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#NousSommes

Collectivity and the Digital in French Thought and Culture

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Edited By Susie Cronin, Sofia Ropek Hewson and Cillian Ó Fathaigh

The relation between the digital and the collective has become an urgent contemporary question. These collected essays explore the implications of this relation, around the theme of #NousSommes. This hashtag marks the point where the «personal» modalities of social media have become embroiled in collective expressions of unity, solidarity and resistance. As this volume demonstrates, the impact of this cannot be isolated to the internet, but affect philosophy, literature, cinema, politics and the public space itself. The contributors approach the issue of #NousSommes from a diverse range of disciplines and methodologies, bringing out both the continuity and discontinuity with other forms of collective expression. Important contemporary philosophers such as Nancy, Derrida and Deleuze are engaged here, as are issues of ecology, community, automation, postcolonial identity and addiction. Featuring eight academic essays and an interview, this volume testifies to the importance of French philosophy and culture in understanding the digital and the collective today.

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About the editors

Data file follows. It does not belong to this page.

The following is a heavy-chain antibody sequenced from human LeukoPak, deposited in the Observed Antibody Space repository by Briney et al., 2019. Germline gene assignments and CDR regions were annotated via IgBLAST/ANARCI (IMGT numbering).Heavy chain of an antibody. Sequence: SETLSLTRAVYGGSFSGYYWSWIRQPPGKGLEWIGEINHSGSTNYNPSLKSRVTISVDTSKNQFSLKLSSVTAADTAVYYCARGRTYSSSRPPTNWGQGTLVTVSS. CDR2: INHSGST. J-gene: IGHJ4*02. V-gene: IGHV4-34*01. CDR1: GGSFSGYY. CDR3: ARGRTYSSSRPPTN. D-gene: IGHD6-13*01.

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Susie Cronin completed her PhD in French at the University of Cambridge in 2018. Her research focused on the evolution of assisted and online literatures in the French context from the 1960s to the present day. She is a former invited researcher of the Bibliothèque nationale de France. She has previously published on Italo Calvino and French digital literatures. Her most recent research engages particularly with the works of Serge Bouchardon, Annie Abrahams, Xavier Malbreil and Jean Pierre Balpe.

Sofia Ropek Hewson completed her PhD in French at the University of Cambridge in 2018. Her research was funded by the Arts and Humanities Research Council and focused on the work of Paul B. Preciado. She has published on Preciado, the work of Catherine Malabou, pornography, drag and queer theory. Her most recent work focuses on the history of contraception.

Cillian Ó Fathaigh is a Gates Cambridge Scholar at the University of Cambridge. His research focuses on contemporary French philosophy, political philosophy and phenomenology. He has been an invited student at the École Normale Supérieure (Ulm) and he is an elected scholar of St John’s College, Cambridge and of Trinity College Dublin. His PhD offers the first comprehensive account of Jacques Derrida’s philosophy of institutions.

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